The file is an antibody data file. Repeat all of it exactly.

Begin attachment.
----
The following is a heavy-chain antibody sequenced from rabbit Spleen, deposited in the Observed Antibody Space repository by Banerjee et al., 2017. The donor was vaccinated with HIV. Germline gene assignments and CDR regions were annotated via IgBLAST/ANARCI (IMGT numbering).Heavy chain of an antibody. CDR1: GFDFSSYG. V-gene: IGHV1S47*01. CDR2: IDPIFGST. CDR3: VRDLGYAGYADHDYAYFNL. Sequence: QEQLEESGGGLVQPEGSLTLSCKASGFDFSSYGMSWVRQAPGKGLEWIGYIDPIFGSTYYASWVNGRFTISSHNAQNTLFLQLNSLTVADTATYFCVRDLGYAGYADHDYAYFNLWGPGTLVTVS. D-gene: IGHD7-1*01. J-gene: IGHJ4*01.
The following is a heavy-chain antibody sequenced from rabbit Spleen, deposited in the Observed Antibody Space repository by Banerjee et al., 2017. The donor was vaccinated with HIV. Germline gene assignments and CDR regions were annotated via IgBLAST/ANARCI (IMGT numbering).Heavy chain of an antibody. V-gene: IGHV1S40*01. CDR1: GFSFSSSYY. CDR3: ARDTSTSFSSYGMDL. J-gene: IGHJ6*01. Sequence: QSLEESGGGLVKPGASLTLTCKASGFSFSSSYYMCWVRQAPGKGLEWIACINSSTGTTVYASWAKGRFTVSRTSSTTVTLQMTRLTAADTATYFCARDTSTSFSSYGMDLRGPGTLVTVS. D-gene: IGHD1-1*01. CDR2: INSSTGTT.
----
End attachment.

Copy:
The following is a heavy-chain antibody sequenced from rabbit Spleen, deposited in the Observed Antibody Space repository by Banerjee et al., 2017. The donor was vaccinated with HIV. Germline gene assignments and CDR regions were annotated via IgBLAST/ANARCI (IMGT numbering).Heavy chain of an antibody. CDR1: GFDFSSYG. V-gene: IGHV1S47*01. CDR2: IDPIFGST. CDR3: VRDLGYAGYADHDYAYFNL. Sequence: QEQLEESGGGLVQPEGSLTLSCKASGFDFSSYGMSWVRQAPGKGLEWIGYIDPIFGSTYYASWVNGRFTISSHNAQNTLFLQLNSLTVADTATYFCVRDLGYAGYADHDYAYFNLWGPGTLVTVS. D-gene: IGHD7-1*01. J-gene: IGHJ4*01.
The following is a heavy-chain antibody sequenced from rabbit Spleen, deposited in the Observed Antibody Space repository by Banerjee et al., 2017. The donor was vaccinated with HIV. Germline gene assignments and CDR regions were annotated via IgBLAST/ANARCI (IMGT numbering).Heavy chain of an antibody. V-gene: IGHV1S40*01. CDR1: GFSFSSSYY. CDR3: ARDTSTSFSSYGMDL. J-gene: IGHJ6*01. Sequence: QSLEESGGGLVKPGASLTLTCKASGFSFSSSYYMCWVRQAPGKGLEWIACINSSTGTTVYASWAKGRFTVSRTSSTTVTLQMTRLTAADTATYFCARDTSTSFSSYGMDLRGPGTLVTVS. D-gene: IGHD1-1*01. CDR2: INSSTGTT.